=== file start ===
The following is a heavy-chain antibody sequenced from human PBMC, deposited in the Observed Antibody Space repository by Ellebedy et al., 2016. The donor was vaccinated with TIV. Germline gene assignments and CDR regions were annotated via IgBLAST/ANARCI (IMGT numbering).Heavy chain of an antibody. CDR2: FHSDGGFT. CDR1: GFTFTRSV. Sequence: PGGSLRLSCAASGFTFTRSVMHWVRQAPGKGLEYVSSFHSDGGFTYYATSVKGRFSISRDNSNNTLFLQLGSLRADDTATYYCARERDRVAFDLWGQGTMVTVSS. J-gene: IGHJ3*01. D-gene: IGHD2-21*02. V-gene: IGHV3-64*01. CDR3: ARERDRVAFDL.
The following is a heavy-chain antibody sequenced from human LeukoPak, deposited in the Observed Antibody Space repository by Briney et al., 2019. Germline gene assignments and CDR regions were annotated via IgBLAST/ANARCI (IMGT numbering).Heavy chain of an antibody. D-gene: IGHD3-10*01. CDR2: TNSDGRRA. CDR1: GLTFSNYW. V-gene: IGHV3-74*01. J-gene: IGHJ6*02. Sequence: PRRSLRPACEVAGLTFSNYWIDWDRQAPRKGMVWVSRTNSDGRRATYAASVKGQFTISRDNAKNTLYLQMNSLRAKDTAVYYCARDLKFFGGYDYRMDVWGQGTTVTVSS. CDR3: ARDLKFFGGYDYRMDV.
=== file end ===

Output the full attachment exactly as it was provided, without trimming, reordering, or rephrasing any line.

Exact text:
The following is a heavy-chain antibody sequenced from human PBMC, deposited in the Observed Antibody Space repository by Ellebedy et al., 2016. The donor was vaccinated with TIV. Germline gene assignments and CDR regions were annotated via IgBLAST/ANARCI (IMGT numbering).Heavy chain of an antibody. CDR2: FHSDGGFT. CDR1: GFTFTRSV. Sequence: PGGSLRLSCAASGFTFTRSVMHWVRQAPGKGLEYVSSFHSDGGFTYYATSVKGRFSISRDNSNNTLFLQLGSLRADDTATYYCARERDRVAFDLWGQGTMVTVSS. J-gene: IGHJ3*01. D-gene: IGHD2-21*02. V-gene: IGHV3-64*01. CDR3: ARERDRVAFDL.
The following is a heavy-chain antibody sequenced from human LeukoPak, deposited in the Observed Antibody Space repository by Briney et al., 2019. Germline gene assignments and CDR regions were annotated via IgBLAST/ANARCI (IMGT numbering).Heavy chain of an antibody. D-gene: IGHD3-10*01. CDR2: TNSDGRRA. CDR1: GLTFSNYW. V-gene: IGHV3-74*01. J-gene: IGHJ6*02. Sequence: PRRSLRPACEVAGLTFSNYWIDWDRQAPRKGMVWVSRTNSDGRRATYAASVKGQFTISRDNAKNTLYLQMNSLRAKDTAVYYCARDLKFFGGYDYRMDVWGQGTTVTVSS. CDR3: ARDLKFFGGYDYRMDV.